For new game designers, keeping virtual economies in check is a non obvious but extremely important element of game design. While most designers spend a lot of time thinking about how to add money into a system and how to price virtual goods, some do not spend enough time thinking about how to balance these two elements. If you allow users to transfer virtual currency between each other, trade in virtual items will emerge. If the economies are unbalanced, you run the risk of side effects such as inflation in pricing of virtual goods or too many “high power” items in the wild. Both of these can make it hard for a new player to join the game after it has been ongoing for a while as they are either too poor or too weak to be able to do anything fun. While these things can be managed after they become problems, it is better to have spent some time thinking through the issues before launch.
The invisible hand of economics will make free to play the dominant gaming business model February 12, 2008Posted by jeremyliew in business models, economics, games, games 2.0, gaming, mmorpg, subscription, virtual goods.
The latest charts of MMOG market share by business model show the free-to-play (F2P in green) model to be roughly neck and neck with the subscription (P2P in yellow) model, with buy to play (B2P in blue) making up just a small fraction of the total:
However, I think that we’ll see the free-to-play model (monetizing through virtual goods and advertising) increasingly take share over the next few years and eventually become dominant.
In the last 18 months we’ve seen many more free-to-play MMOGs being launched in the West, joining pioneers like Runescape. K2 Network, IGG, Acclaim, Aeria and others have all come to market with westernized versions of asian MMOGs, and all are employing a free to play model. Other companies like Sparkplay and Conduit Labs are building their own free to play MMOGs for the western market. But this flood of MMOGs is not the cause of the increasing dominance of the free to play model, but rather the symptom of the underlying economics of the business.
Marginal cost pricing is the principle that the market will, over time, cause goods to be sold at their marginal cost of production. MMOGs, like all other software businesses, have effectively a zero marginal cost of production. This is particularly true when distribution is also online. As a result, you would expect that over time, prices will tend towards zero, i.e. a free to play model.
MMOGs are not special in this respect. We have seen a number of categories of consumer online/software products start out being able to charge a subscription, but eventually move to a free model. In online personals for example, the big story of the last few years has been the inexorable rise of plentyoffish.com, a free online personals site that is now one of the top online dating sites (with no marketing):
Anti spyware software used to be a premium service, and now it too is mostly free. Anti-virus software is the same story. And parental controls software. Now all are available for free.
In each case, it took a few years for the move from premium service to free, but in each case the marginal cost pricing principle eventually took hold. It is hard to hold the line against the invisible hand of the market.
MMOG publishers and developers should be factoring in a free to play environment into their business models.
Virtual worlds, real economics September 11, 2007Posted by jeremyliew in economics, gaming, mmorpg, virtual worlds.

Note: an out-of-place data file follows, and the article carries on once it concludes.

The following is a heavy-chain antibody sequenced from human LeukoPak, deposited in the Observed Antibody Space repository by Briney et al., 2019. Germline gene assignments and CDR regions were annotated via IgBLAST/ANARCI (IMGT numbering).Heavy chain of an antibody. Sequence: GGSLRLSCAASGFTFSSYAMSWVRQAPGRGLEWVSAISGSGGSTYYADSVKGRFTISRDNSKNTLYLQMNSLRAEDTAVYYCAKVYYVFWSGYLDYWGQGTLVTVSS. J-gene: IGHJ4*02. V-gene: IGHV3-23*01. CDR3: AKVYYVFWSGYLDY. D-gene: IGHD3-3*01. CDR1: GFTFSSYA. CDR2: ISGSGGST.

A couple of weeks ago I wrote about how virtual worlds can generate very real emotions. Alex Tabarrok’s blog Marginal Revolution, notes a post from EVE’s (the space based MMORPG) economist that shows that virtual worlds can also generate real economic phenomena. In particular:
EVE consists of more than 5000 solar systems in 64 regions. The solar systems are connected in a complex web allowing for goods to be moved from one end in the Universe to another. Pilots have to be careful because in low sec and zero-zero security zones there is always the danger of being attacked by gangs of pirates looking for easy prey….
EVE is so large it is difficult for anyone to grasp what is going on in all the regions at any given time. Yet the markets seem to be very efficient at distributing information resulting in symmetric prices throughout Empire space (and even further). This is clearly visible in figure 11 which shows the price for zydrine [one of the more valuable minerals that is used for manufacturing in game] in three different Empire regions.
As one of the comments notes:
The main way to analyze a video game economy is in terms of the one truly scarce resource: player time and effort. In Eve, in order for a player to perform arbitrage, he has to physically move the good from one place to another – thus players will only do so if the profits are worth the time spent moving the goods around. Zydrine is a relatively dense good, in terms of value per volume; a small ship can haul thousands of units of zydrine, so a 200 isk/unit price difference between regions can be exploited for millions of isk in one trip. Another mineral, Tritanium, is only worth on the order of 3-4 isk per unit; its price can be a lot more volatile, especially in uncivilized regions where a large cargo ship can be attacked and destroyed.
Does anyone know of other studies done on the virtual economies in other MMOGs, casual online worlds, or social networks with virtual goods?
Can the music industry learn from the cellphone industry? September 8, 2007Posted by jeremyliew in business models, economics.
1 comment so far
Techdirt, referencing Bob Lefsetz, draws an interesting parallel between the music and cellphone business models.
He [Lefsetz] also highlights how the idiotic focus on getting more per song, just as everything else about music and technology gets cheaper, is hurting the record labels much more than it helps them. He compares the situation to how expensive it was to use mobile phones a dozen years ago. People were scared to use mobile phones because the charges were ridiculously high. You only used it in special circumstances. Today, however, the rates are much, much lower and that’s massively grown the market for mobile services. Do you think the mobile operators would prefer to go back to $1/minute charges? Yet, why does the recording industry insist on $1/song charges when the infrastructure can support an entirely different model. Instead, make the music cheap and easily accessible.
As a general rule, in a competitive market, prices drop towards marginal cost. But if demand is elastic, then industry revenues and profits can still benefit from this.
Lefsetz makes the point with far more capital letters, exclamation points and indignation in his original post.